Charlene White’s New Documentary Asks Some Difficult Questions About Britain’s Past

The Loose Women host and ITV newsreader explores how the British Empire has impacted her past and present.

Charlene White arriving for the ITV Palooza held at the Royal Festival Hall, Southbank Centre, Londo...
Ian West - PA Images/PA Images/Getty Images

As part of broadcaster’s Black History Month programming, ITV is airing a documentary exploring the ancestry of one of its presenters, Charlene White. Over the course of an hour, Charlene White: Empire’s Child will see the host trace the impact of the British Empire and its colonial practices on her past and present.

White is a familiar face in British media, with a pioneering career spanning over two decades. After growing up in Lewisham in South-east London, White entered the field of broadcast journalism in the early 2000s, working across BBC radio shows. As she told The Guardian earlier this year when discussing her decision to become a journalist, “maybe journalism is the way I impact the world”.

Her time at Radio 1 Newsbeat and BBC Radio 1Xtra was marked by the number of high-profile guests — she interviewed everyone from Tony Blair to Jay-Z and Beyoncé. In a chat with 1Xtra in 2018, White reminisced about how they used to “hang out the window staring at celebs… when Jay-Z and Beyoncé would turn up and the road would be packed full with fans.”

In 2008 she joined ITN working on ITV News at 5:30. She climbed the news-presenting to become the first Black woman to present ITV News at Ten. In an interview with the Guardian, she spoke about that groundbreaking night:

“Julie Etchingham gave me a ton of advice … Michael, who works in graphics, came in with a stills camera, so he could document that day for me, and printed off the pictures, one of which hangs in my house. Mark Austin talked through everything with me to make sure I was OK.”

The journalism industry is not a diverse one, in fact a 2016 survey by City University found that UK journalists are 94% white and 55% male. Sadly, as one of few Black newsreaders and primetime presenters, White has been subjected to racism and discrimination. Her decision not to wear a poppy in the lead up to Remembrance Day every November led to a spike of racist and sexist abuse online. In 2014, she released a statement, explaining her choice based on impartiality rules. Despite these significant challenges, White went from strength to strength in her career and was promoted to lead presenter of ITV News at 6 in 2019.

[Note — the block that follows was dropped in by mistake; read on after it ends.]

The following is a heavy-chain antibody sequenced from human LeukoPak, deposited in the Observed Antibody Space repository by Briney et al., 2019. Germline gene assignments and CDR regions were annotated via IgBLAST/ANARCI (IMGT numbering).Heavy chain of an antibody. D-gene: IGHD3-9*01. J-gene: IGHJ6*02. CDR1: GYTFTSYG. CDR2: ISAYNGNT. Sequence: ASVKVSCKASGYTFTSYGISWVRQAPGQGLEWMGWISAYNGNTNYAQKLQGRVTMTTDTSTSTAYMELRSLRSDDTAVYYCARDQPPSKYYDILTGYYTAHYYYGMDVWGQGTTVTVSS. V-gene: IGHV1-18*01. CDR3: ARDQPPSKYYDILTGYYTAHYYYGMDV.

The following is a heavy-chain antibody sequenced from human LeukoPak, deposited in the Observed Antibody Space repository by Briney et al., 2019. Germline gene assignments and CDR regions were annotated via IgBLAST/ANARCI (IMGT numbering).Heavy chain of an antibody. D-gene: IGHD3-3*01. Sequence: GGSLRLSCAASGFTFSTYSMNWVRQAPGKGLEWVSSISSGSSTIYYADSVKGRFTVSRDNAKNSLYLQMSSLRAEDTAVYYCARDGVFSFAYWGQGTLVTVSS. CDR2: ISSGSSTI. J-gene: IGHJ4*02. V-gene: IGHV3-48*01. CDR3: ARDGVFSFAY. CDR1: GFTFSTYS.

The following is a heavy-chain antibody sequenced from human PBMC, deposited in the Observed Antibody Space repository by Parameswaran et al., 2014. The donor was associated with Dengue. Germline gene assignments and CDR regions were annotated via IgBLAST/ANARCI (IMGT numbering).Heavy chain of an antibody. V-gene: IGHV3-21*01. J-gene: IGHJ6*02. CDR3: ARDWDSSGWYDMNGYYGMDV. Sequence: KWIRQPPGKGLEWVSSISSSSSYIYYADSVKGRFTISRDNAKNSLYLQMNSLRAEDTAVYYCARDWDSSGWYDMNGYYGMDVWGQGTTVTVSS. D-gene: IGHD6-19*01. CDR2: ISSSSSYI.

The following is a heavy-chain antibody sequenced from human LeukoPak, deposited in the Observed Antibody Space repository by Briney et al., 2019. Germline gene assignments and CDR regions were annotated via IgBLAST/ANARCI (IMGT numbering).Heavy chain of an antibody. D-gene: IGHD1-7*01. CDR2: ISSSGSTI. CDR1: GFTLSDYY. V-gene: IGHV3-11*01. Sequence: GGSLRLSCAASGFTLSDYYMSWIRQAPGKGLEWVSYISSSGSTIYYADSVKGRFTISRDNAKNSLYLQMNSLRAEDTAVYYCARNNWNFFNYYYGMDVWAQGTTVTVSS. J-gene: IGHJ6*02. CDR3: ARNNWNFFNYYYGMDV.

In addition to maintaining some anchoring duties for ITV News, White made the announcement in January 2021 that she was starting a new phase in her career. She joined Loose Women as a regular presenter. In an Instagram post announcing the news she wrote, “To mark the occasion I walked out to @beverlyjknight “Made It Back”... a strong empowering track from one of my favourite black British female artists. And I wore two independent black designers… It was the moment I always hoped it would be”. Over the past year White has enjoyed her time at Loose Women, documenting it across social media.

Given she has spent most of her career at ITV, it’s natural that White’s documentary Charlene White: Empire’s Child would find its home there. In an interview with The Herald about the project she said, “I'm a journalist, my heart tends to be cold most of the time… But there's one point in the film where it suddenly just hit me in a way I wasn't expecting, without me wanting it to. And that's when I realised actually, it means so much more than we realise to gain more of an understanding of home.”